independent learning - direct instruction to the whole group at the same time is not now possible in the traditional class space. That means thinking about direct input to subsets of the class and children away working independently on tasks outdoors. This is a pedagogic challenge, but plenty of schools have already seen the benefits of some autonomous learning. Setting a carousel of tasks helps scaffold this autonomy, but you will have your own strategies. It needs planning now though. Most experience of this ends up with longer blocks of learning time. A more multidisciplinary approach to the curriculum helps too - so, maths through tally charts, fractions through weather gauge data and so on. Mixed age mentoring may help here, if distancing is maintained.


volcano pouring

outdoor clothing - as frequently say to parents "there is no bad weather, only bad clothing". Obviously common sense limits apply. Be clear in messaging home for parents that a substantial part of the learning day will be outdoor. Revisit dress code advice - it needs to be appropriate.

Cheap plastic ponchos are worth a purchase maybe. They are super cheap. Wide brim hats are common in Australian schools, to protect against hot sun. Maybe think of adding them as a uniform item. Consider your drinking fountain provision.


sun hat

mobile devices - mobile devices come into their own here. They offer safety communication for distanced children, they are great data capture devices (microscopes, speed sensors, light meters, etc) and give good www access using the school network rather than requiring parents to pay for a data package. For some schools this is business as usual, others will need to revisit their mobile policies. For those "revisiting" schools, this summary of effective smart phone protocols may be a useful starting point.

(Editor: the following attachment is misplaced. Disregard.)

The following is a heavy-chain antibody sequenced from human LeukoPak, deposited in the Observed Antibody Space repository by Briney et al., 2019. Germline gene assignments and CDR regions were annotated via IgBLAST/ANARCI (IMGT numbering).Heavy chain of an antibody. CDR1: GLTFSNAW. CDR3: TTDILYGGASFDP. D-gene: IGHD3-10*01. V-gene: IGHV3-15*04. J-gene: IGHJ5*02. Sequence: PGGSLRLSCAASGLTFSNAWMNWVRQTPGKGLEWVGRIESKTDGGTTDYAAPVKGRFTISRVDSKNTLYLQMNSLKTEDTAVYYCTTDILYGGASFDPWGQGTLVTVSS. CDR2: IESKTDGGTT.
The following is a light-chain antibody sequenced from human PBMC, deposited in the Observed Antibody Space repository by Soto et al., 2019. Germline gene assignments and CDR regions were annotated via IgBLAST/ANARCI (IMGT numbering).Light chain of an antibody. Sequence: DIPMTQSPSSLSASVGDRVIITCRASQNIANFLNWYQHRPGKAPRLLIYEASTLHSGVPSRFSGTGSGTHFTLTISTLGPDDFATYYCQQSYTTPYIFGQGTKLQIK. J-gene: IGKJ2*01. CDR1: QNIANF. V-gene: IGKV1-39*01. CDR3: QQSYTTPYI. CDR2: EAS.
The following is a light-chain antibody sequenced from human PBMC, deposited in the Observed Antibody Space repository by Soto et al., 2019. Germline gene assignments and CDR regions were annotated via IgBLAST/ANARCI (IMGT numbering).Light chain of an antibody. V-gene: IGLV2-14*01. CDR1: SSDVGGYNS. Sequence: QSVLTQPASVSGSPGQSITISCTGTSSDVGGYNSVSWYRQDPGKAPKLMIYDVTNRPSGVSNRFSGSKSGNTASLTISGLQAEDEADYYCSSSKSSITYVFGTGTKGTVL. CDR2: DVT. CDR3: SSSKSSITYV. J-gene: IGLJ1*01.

In particular independent learners working with others can be done (as we have seen during lockdowns) through screens rather than through proximity. Clearly there are behaviour protocols to establish (see phone protocols above).


mobiles in classroom

indoor outdoor spaces - sometimes the weather is simply too wet, too snowy, too hot for outdoor working, but with social distancing you can't just put everyone back into the classroom. However, once you have established your distancing protocols - and these will be the new norm for quite a long time now, outside of schools too - you can explore using some of your big spaces with those same outdoor protocols - the dining space, the hall, big corridors...

With time you might be able to erect some shelter over parts of your outdoor space, cheaply - sailcloth type shades are effective for both rain and sun.


sail shades

Sun block - for hot weather you will need class supplies of sun protection - spray cans are easiest to quickly apply.

If you've been following our research work on optimising traditional indoor learning spaces you may well already have many plants in your classroom, probably selected from the NASA list. If you don't know about all this, have a look at this page (or in Spanish here). One of the plants is Aloe Vera and breaking off a green branch gives a good supply of natural gel which is great for treating sunburn.


aloe vera plant

social distancing is hardest for the youngest, as anyone who has taught them will know. There is no magic fairy dust here to change that, but making up some 4 metre hoops (use blue water-piping) will help them to visualise what a 2 metre distance looks like.

If you stand in the centre of a 4 metre hoop anyone at the rim is 2 metres away. 4m is a big hoop!


blue hoop

storage trays - from the youngests' primary classrooms to 16-18 science labs, storage trays have kept our learning artefacts ordered and tidy, minimising losses and wastage.

Open trays being carried outdoors are a spillage problem waiting to happen. children never carry them horizontally! Obviously you are not going to replace all your trays, but when you do add trays, buy the ones with lids on.

We work with global suppliers, Gratnells (they distribute our learnometers) but they also produce trays with an antimicrobial system which maybe saves you wiping every tray to reduce infection rates.


trays with lids


No doubt you will have your own ideas too, and this page might get some updates as we exchange some of those. Common sense is important here - talking to your school kitchens, or parents, about providing "portable" food for outdoor eating for example, otherwise lunch will need to have five or six distanced sittings!

Good luck! But fundamentally remember, outdoor learning in many ways is better. Luckliy.


this page last updated by Professor Stephen Heppell on 4/23/20 13:44